A's Anderson undergoes procedure, avoids surgery

June 13, 2011, 10:25 pm
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June 13, 2011


Paul Gutierrez

Finally, it appears, the A's injury-ravaged pitching staff may have caught a break on the injury front.The team announced Monday that left-hander Brett Anderson has received a Platelet Rich Plasma injection in his sore pitching elbow and will "now undergo six weeks of rehabilitation." Anderson had speculated he might need season-ending Tommy John surgery, which would also keep him out for the 2012 season.Anderson, 23, was examined by noted orthopedic surgeon Dr. James Andrews as a second opinion on Monday in Pensacola, Fla., after a preliminary MRI could find no structural damage as a reason for the discomfort, and Andrews recommended the procedure.The A's said Anderson would be reevaluated in three weeks.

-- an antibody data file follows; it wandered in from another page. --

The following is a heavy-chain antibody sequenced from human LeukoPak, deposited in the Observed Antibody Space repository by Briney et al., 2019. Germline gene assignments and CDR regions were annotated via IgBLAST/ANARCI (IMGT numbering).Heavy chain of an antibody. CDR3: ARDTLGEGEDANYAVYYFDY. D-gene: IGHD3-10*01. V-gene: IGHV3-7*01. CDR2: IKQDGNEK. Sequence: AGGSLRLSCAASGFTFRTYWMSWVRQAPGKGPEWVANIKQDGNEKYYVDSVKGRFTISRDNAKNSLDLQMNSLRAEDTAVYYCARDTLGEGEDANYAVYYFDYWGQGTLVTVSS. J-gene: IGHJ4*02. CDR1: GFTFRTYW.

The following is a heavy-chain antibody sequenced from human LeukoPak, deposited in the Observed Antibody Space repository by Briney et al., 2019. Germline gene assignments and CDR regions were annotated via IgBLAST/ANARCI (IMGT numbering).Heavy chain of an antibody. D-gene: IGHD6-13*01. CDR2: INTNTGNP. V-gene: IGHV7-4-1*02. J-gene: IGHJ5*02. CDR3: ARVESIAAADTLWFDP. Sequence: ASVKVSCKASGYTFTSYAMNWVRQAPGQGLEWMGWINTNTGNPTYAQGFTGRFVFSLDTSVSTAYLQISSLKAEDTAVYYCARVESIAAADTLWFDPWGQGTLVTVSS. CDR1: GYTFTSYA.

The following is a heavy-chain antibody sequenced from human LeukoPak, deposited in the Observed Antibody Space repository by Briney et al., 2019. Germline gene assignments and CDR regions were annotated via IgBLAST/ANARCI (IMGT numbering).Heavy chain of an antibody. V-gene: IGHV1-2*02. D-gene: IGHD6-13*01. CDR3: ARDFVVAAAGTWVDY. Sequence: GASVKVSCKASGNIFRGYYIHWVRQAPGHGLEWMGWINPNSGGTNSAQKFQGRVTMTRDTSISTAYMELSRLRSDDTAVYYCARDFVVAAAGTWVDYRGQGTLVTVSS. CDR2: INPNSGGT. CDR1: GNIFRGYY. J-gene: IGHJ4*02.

Anderson has been on the disabled list since June 7 and was 3-6 with a 4.00 ERA in 13 starts. He had been pounded for 14 earned runs and 20 hits, including four home runs, with five walks in 10 13 innings over his last two starts, against the New York Yankees and Boston Red Sox, as he struggled with his command and a loss in velocity.In going 7-6 with a 2.80 ERA in 19 starts last season, Anderson twice spent time on the D.L. with elbow soreness. In 62 career starts, Anderson is 21-23 with a 3.66 ERA.According to the Chiro-Medical Group of San Francisco's Web Site, "The (Platelet Rich Plasma injection) method, which is strikingly straightforward and easy to perform, centers on injecting portions of a patients blood directly into the injured area, which catalyzes the bodys instincts to repair muscle, bone and other tissue. Most enticing, many doctors said, is that the technique appears to help regenerate ligament and tendon fibers, which could shorten rehabilitation time and possibly obviate surgery..."Platelet-rich plasma is derived by placing a small amount of the patients blood in a filtration system or centrifuge that rotates at high speed, separating red blood cells from the platelets that release proteins and other particles involved in the bodys self-healing process, doctors said. A teaspoon or two of the remaining substance is then injected into the damaged area. The high concentration of platelets-from 3 to 10 times that of normal blood-often catalyzes the growth of new soft-tissue or bone cells. Because the substance is injected where blood would rarely go otherwise, it can deliver the healing instincts of platelets without triggering the clotting response for which platelets are typically known."The procedure, though, has undergone scrutiny by critics as being too close to "blood-doping." Still, other professional athletes to have undergone the procedure include golfer Tiger Woods, Hines Ward and Troy Polamalu of the Pittsburgh Steelers, former Los Angeles Dodgers closer Takahashi Saito and, according to the San Francisco Chronicle, current A's players Ryan Sweeney and Joey Devine and former Oakland pitchers Vin Mazzaro and Jay Marshall.This season, the A's have already lost lefty Dallas Braden for the year with left shoulder surgery and right-handers Tyson Ross (left oblique strain) and Brandon McCarthy (stress reaction in right scapula) are on the D.L., as is Rich Harden (strained right shoulder), though Harden has been there since spring training.